Volte‐​Face: Federalism in the Age of Trump

March/​April 2017 • Policy Report

In the aftermath of the Trump election, liberals seem to have rediscovered federalism — although grounded less on principle than on the conviction that states’ rights might better serve the progressive agenda. Not to be outdone, Republicans, who now control both legislative and executive branches, appear willing to abandon federalist principles in favor of strong central government freshly enabled to advance conservative preferences.

That role reversal is reflected in positions on issues such as drug legalization, tort reform, sanctuary cities, and gun control — reinforced by flawed views of the Constitution’s Commerce Clause, spending power, and the Second Amendment.

Let’s start with Congress’s power to regulate interstate commerce. Marijuana in some form is now legal in 44 states. But under federal law, the use, possession, sale, cultivation, and transportation of marijuana is illegal. What say our conservative champions of federalism? Republican drug warriors — buttressed by liberal Justice John Paul Stevens’s 2005 opinion in Raich v. Gonzales — have invoked the infinitely elastic Commerce Clause to justify national prohibition. Indeed, Attorney General Jeff Sessions criticized President Barack Obama for not being tough enough on marijuana, saying “You have to have leadership from Washington.” And White House press secretary Sean Spicer confirmed on February 23 that the Justice Department will be doing more to enforce federal marijuana laws.

Never mind the warning from conservative Justice Clarence Thomas, who dissented in Raichdespite his antidrug predilections. Thomas wrote that Raich used marijuana that had never been bought or sold, had never crossed state lines, and had no demonstrated effect on the national market. He added, if Congress can regulate that under the Commerce Clause, then it could regulate virtually anything — quilting bees, clothes drives, and potluck suppers.

Or consider tort reform — especially malpractice cases, in which the litigants are almost always from the same state. Nowhere in the Constitution is there a federal power to set rules that control lawsuits by in‐​state plaintiffs against instate doctors for in‐​state malpractice. Some malpractice awards may be shocking, and the impact may be widespread. But not every national problem is a federal problem. Nonetheless, House Speaker Paul Ryan and Tom Price, secretary of health and human services, have pledged to include tort reform in their replacement for the Affordable Care Act. They say frivolous lawsuits are inflating malpractice insurance premiums, which raise health care costs. The remedy: nationalize malpractice relief. So much for the federalist notion that the states should serve as 50 experimental laboratories.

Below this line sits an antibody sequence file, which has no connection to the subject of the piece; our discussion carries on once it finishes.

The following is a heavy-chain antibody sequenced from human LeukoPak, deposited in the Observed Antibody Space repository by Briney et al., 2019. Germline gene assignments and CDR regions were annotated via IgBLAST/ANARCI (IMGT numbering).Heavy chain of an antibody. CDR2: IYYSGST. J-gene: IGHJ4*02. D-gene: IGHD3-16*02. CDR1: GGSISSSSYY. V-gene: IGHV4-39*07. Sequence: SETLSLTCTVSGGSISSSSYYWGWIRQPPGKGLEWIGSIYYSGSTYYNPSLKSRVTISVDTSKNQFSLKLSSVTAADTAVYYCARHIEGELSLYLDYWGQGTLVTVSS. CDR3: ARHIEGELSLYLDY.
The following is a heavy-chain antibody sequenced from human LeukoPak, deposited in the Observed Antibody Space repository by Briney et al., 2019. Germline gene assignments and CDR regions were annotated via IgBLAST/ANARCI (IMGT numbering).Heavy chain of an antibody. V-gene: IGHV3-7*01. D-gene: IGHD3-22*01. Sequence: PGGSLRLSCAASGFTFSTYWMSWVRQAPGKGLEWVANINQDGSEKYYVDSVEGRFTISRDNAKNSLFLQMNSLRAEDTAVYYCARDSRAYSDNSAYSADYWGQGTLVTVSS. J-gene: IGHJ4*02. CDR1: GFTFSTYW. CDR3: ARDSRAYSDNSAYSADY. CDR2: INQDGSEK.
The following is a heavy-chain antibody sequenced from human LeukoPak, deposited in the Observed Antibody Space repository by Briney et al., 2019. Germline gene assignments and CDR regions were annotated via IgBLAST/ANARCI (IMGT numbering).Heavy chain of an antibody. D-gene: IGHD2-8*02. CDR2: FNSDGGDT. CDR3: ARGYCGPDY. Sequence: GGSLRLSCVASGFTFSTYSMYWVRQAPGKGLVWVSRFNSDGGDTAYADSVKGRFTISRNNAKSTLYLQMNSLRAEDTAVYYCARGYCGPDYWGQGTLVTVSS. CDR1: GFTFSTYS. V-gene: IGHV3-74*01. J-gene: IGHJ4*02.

Ditto when it comes to the spending power and sanctuary cities. Mayors in several cities — including Los Angeles, Chicago, and New York — have refused to cooperate with federal immigration authorities in detaining and deporting illegal aliens. In response, President Trump has promised to cut federal funding for those cities. That threat ignores two principles of federalism.

First, while federal law supersedes conflicting state law, and states may not impede federal enforcement, neither the president nor Congress can commandeer state officials to execute federal law. Second, the feds may not deny funding to states in a manner that essentially compels cooperation. That’s how the Obama administration tried to force states to expand Medicaid — by withholding all Medicaid funding if a state said no. The Supreme Court reminded the administration that a coercive condition imposed on receipt of federal funds is incompatible with federalism and thus unconstitutional.

Finally, consider the Second Amendment and the right to bear arms. On November 8, voters in California, Nevada, and Washington opted for stricter gun control. Some conservatives demand national gun control standards. But Second Amendment rights are not absolute. Local jurisdictions retain the ability to regulate the manner of carrying guns, prohibit carrying in sensitive places, bar weapons that are not covered by the Second Amendment, and disqualify possession by dangerous individuals. And federalism dictates that what’s allowed in the hills of Montana need not be allowed in downtown Chicago.

Recall that the essence of federalism is dual sovereignty — shared authority between federal and state governments to shield individuals from concentrations of power. Justice Anthony Kennedy in United States v. Bondput it this way: “By denying any one government complete jurisdiction over all the concerns of public life, federalism protects the liberty of the individual.” That means the proper balance between federal and state power must be rooted in the Constitution’s embrace of limited government and individual liberty — not liberal or conservative politics.

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